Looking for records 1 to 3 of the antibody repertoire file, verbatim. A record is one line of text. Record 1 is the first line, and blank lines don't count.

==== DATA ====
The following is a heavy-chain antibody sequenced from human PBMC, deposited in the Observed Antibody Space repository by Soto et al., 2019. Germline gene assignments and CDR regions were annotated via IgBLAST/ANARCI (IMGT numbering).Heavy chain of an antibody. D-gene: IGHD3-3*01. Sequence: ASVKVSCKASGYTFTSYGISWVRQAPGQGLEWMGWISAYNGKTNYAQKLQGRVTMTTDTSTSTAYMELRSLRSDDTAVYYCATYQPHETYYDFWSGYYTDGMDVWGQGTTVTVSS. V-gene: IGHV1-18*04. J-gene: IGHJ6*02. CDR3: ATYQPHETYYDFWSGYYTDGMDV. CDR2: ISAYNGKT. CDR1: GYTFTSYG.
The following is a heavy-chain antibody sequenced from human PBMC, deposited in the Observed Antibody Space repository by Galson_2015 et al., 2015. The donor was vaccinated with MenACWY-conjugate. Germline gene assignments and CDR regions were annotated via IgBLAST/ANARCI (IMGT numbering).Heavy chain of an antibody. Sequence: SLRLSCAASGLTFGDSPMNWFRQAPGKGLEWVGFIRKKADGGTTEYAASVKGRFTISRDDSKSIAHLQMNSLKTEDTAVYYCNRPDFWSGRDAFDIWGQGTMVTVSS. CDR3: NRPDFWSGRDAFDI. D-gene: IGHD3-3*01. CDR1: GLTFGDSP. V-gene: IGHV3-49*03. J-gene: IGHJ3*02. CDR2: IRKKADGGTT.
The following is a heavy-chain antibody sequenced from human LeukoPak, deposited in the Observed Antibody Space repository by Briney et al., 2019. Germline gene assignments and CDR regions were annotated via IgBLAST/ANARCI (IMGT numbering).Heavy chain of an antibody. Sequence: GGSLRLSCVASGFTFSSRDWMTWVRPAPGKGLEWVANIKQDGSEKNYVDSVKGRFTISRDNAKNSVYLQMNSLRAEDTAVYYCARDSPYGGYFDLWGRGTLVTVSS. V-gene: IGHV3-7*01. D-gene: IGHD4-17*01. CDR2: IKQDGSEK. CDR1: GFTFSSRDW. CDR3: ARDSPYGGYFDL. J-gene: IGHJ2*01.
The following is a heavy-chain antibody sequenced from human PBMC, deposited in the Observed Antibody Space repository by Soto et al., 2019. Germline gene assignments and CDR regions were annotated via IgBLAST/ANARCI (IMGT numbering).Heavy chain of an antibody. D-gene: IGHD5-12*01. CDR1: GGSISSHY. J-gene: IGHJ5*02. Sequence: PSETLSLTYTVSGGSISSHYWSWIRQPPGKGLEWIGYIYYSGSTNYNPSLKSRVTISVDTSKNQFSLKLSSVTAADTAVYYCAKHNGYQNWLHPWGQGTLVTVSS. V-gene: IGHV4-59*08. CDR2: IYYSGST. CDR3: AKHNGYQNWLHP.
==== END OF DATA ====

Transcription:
The following is a heavy-chain antibody sequenced from human PBMC, deposited in the Observed Antibody Space repository by Soto et al., 2019. Germline gene assignments and CDR regions were annotated via IgBLAST/ANARCI (IMGT numbering).Heavy chain of an antibody. D-gene: IGHD3-3*01. Sequence: ASVKVSCKASGYTFTSYGISWVRQAPGQGLEWMGWISAYNGKTNYAQKLQGRVTMTTDTSTSTAYMELRSLRSDDTAVYYCATYQPHETYYDFWSGYYTDGMDVWGQGTTVTVSS. V-gene: IGHV1-18*04. J-gene: IGHJ6*02. CDR3: ATYQPHETYYDFWSGYYTDGMDV. CDR2: ISAYNGKT. CDR1: GYTFTSYG.
The following is a heavy-chain antibody sequenced from human PBMC, deposited in the Observed Antibody Space repository by Galson_2015 et al., 2015. The donor was vaccinated with MenACWY-conjugate. Germline gene assignments and CDR regions were annotated via IgBLAST/ANARCI (IMGT numbering).Heavy chain of an antibody. Sequence: SLRLSCAASGLTFGDSPMNWFRQAPGKGLEWVGFIRKKADGGTTEYAASVKGRFTISRDDSKSIAHLQMNSLKTEDTAVYYCNRPDFWSGRDAFDIWGQGTMVTVSS. CDR3: NRPDFWSGRDAFDI. D-gene: IGHD3-3*01. CDR1: GLTFGDSP. V-gene: IGHV3-49*03. J-gene: IGHJ3*02. CDR2: IRKKADGGTT.
The following is a heavy-chain antibody sequenced from human LeukoPak, deposited in the Observed Antibody Space repository by Briney et al., 2019. Germline gene assignments and CDR regions were annotated via IgBLAST/ANARCI (IMGT numbering).Heavy chain of an antibody. Sequence: GGSLRLSCVASGFTFSSRDWMTWVRPAPGKGLEWVANIKQDGSEKNYVDSVKGRFTISRDNAKNSVYLQMNSLRAEDTAVYYCARDSPYGGYFDLWGRGTLVTVSS. V-gene: IGHV3-7*01. D-gene: IGHD4-17*01. CDR2: IKQDGSEK. CDR1: GFTFSSRDW. CDR3: ARDSPYGGYFDL. J-gene: IGHJ2*01.